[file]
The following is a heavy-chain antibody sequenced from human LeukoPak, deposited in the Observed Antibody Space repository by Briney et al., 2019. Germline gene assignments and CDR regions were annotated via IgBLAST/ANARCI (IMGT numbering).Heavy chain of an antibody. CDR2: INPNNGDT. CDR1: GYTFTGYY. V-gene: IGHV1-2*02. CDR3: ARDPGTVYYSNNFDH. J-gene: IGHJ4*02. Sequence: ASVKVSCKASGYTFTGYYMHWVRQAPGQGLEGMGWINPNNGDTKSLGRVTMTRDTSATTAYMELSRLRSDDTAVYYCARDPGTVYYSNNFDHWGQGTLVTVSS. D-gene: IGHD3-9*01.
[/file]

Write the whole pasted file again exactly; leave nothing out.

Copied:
The following is a heavy-chain antibody sequenced from human LeukoPak, deposited in the Observed Antibody Space repository by Briney et al., 2019. Germline gene assignments and CDR regions were annotated via IgBLAST/ANARCI (IMGT numbering).Heavy chain of an antibody. CDR2: INPNNGDT. CDR1: GYTFTGYY. V-gene: IGHV1-2*02. CDR3: ARDPGTVYYSNNFDH. J-gene: IGHJ4*02. Sequence: ASVKVSCKASGYTFTGYYMHWVRQAPGQGLEGMGWINPNNGDTKSLGRVTMTRDTSATTAYMELSRLRSDDTAVYYCARDPGTVYYSNNFDHWGQGTLVTVSS. D-gene: IGHD3-9*01.